Saturday, August 13, 2016

Considering happiness

I'm lucky that I have a spouse who wants me to find a career that will make me happy. This is a subject that has repeatedly bobbed it's head above the water line over the last 12 years of our marriage. I've blogged about it the past too. Typically the conversation doesn't go much beyond my job doesn't make me happy, but it doesn't make miserable either. I suppose that's not horrible.

But that's not exactly what one shoots for, a job that's Not Horrible.

My life is in flux right now, it has been since we left Edmonton in 2013. Moving to a new city should have lead to a new job, furthering my career as a librarian, but we moved to the US. Finding a job was hard, and obtaining a work permit surprisingly difficult. I worked remotely, a decision that was easy more than anything else.

Again, it wasn't horrible.

Then I had a baby, went on maternity leave, and moved back to Canada. I causally looked for jobs as my year at home with Ruth wound down, but I also knew that other opportunities might or might not pan out if I waited to see. To make a long story short, I've decided to take a year to see if I can make a leaving out of Aerials. That would be teaching, performing, and maybe helping manage the business too.

So, what does this all have to do with happiness?

Well, I'm currently reading Happiness: A Philosopher's Guide, by Frederic Lenoir, in an effort to understand what happiness is, and how I might be able to incorporate it more into my life. In one of the early chapters, this particular passage caught my attention:
...think of a music lover who dreams of making a profession of music...If they succeed, they'll be happy to have realized their deepest aspiration...Other people might harbor the same dream, but cannot organize their lives in such a way as to achieve their goal...they'll keep saying to their friends, as the years go by, that they have a 'musician's soul, that they would really love to live their passion, but for the lack of effort and perseverance these people never realize their desire and will be condemned to frustration. p.39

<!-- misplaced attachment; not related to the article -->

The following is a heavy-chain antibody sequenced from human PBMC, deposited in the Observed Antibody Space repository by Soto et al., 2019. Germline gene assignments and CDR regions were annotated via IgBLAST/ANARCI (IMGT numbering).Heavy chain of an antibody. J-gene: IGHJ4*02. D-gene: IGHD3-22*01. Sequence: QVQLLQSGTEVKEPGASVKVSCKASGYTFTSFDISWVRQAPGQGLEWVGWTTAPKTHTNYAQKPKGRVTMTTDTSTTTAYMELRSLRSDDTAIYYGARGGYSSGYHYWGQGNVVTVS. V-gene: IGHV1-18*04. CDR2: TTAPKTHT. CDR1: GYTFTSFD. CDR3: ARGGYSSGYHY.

I suppose this passage might seem harsh or depressing on it's own, but I'm trying to take it as motivation. If you've ever read my blog before, you'll know that one of my other passions is writing. For many years I worked a nine-to-five job as a research assistant, then spent two to three hours every night writing. I completed a couple of manuscripts this way, and attempted to get them published.

I would say I was somewhat striving towards my goal of being a published author. I kept my day job to ensure an income, but spent a lot of my free timing at home writing. This many years removed, I can't say how I felt in regards to trying to my efforts to achieve my writing dreams, but I sure do miss all the time I had to dedicate to my passion.

Now I'm shifting my focus to aerials.

I love watching the Olympics. I'm not sure why, I just do (along with many people, I suppose). A few days ago there was an interview on CBC with an Olympic cyclist, who's name I've now forgotten. I believe she was an older athlete, as during the segment, she spoke about how it's never to late to work towards your dreams, never to late to seek happiness. Her comments couldn't have come at a better time for me. It re-affirmed to me that what I'm doing is right.

I've put together a schedule for myself to make sure I fit in enough aerial training, running (for the cardio and bone health), and stretching. I'm looking into taking some ballet classes to help improve my grace in the air. Once I'm done my current round of library reading I'm going to looking into some books on fitness. I want to plan another trip to the New England Center for Circus Arts, to take further teacher training. I'll also be taking some additional non-teaching work at the studio.

Will this amount to happiness? Will this amount to a career in aerials? I don't know. What I do know is, if I don't try I'll be left wondering. This will definitely be a 'What If' situation. If I don't put in an effort, I will struggle to find happiness with the knowledge that I let this opportunity slip by untouched hanging over my head. For the next year I will try to live the life of an aerialist, and make a decision after that.

What makes you happy?